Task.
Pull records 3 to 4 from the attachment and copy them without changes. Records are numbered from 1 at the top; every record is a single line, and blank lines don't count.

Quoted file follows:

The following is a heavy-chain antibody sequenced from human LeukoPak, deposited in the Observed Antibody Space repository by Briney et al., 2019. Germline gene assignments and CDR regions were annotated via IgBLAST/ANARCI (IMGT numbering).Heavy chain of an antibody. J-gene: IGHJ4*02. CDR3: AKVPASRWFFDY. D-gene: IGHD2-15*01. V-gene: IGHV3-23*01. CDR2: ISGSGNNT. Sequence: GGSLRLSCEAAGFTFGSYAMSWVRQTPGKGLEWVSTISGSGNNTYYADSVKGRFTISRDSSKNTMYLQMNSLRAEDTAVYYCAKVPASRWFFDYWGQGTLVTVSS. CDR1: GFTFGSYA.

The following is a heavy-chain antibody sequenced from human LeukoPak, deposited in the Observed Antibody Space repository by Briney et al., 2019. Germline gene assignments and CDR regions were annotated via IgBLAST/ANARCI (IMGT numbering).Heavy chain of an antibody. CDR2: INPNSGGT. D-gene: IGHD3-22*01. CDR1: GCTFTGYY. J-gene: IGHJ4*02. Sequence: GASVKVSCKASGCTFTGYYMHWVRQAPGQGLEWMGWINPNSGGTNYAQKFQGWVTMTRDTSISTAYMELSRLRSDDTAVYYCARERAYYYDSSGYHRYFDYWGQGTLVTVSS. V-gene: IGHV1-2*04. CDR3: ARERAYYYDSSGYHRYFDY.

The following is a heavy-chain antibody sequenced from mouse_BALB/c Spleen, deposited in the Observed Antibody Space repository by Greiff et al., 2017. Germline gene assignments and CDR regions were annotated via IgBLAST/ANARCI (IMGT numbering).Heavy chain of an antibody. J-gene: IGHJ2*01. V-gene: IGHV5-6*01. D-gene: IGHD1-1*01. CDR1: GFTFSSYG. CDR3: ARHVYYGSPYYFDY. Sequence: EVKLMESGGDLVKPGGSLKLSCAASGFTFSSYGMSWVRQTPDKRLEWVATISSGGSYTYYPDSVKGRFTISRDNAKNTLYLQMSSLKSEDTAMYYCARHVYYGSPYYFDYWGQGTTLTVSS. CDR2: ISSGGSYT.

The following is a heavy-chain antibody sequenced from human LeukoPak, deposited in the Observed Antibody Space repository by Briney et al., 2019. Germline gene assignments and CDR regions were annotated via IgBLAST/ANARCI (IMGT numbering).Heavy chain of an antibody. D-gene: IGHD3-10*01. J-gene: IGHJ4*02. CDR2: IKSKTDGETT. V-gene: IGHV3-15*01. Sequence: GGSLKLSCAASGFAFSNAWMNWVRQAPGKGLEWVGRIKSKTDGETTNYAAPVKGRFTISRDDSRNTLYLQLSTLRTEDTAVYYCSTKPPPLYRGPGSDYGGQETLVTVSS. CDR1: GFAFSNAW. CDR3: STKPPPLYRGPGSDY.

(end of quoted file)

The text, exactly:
The following is a heavy-chain antibody sequenced from mouse_BALB/c Spleen, deposited in the Observed Antibody Space repository by Greiff et al., 2017. Germline gene assignments and CDR regions were annotated via IgBLAST/ANARCI (IMGT numbering).Heavy chain of an antibody. J-gene: IGHJ2*01. V-gene: IGHV5-6*01. D-gene: IGHD1-1*01. CDR1: GFTFSSYG. CDR3: ARHVYYGSPYYFDY. Sequence: EVKLMESGGDLVKPGGSLKLSCAASGFTFSSYGMSWVRQTPDKRLEWVATISSGGSYTYYPDSVKGRFTISRDNAKNTLYLQMSSLKSEDTAMYYCARHVYYGSPYYFDYWGQGTTLTVSS. CDR2: ISSGGSYT.

The following is a heavy-chain antibody sequenced from human LeukoPak, deposited in the Observed Antibody Space repository by Briney et al., 2019. Germline gene assignments and CDR regions were annotated via IgBLAST/ANARCI (IMGT numbering).Heavy chain of an antibody. D-gene: IGHD3-10*01. J-gene: IGHJ4*02. CDR2: IKSKTDGETT. V-gene: IGHV3-15*01. Sequence: GGSLKLSCAASGFAFSNAWMNWVRQAPGKGLEWVGRIKSKTDGETTNYAAPVKGRFTISRDDSRNTLYLQLSTLRTEDTAVYYCSTKPPPLYRGPGSDYGGQETLVTVSS. CDR1: GFAFSNAW. CDR3: STKPPPLYRGPGSDY.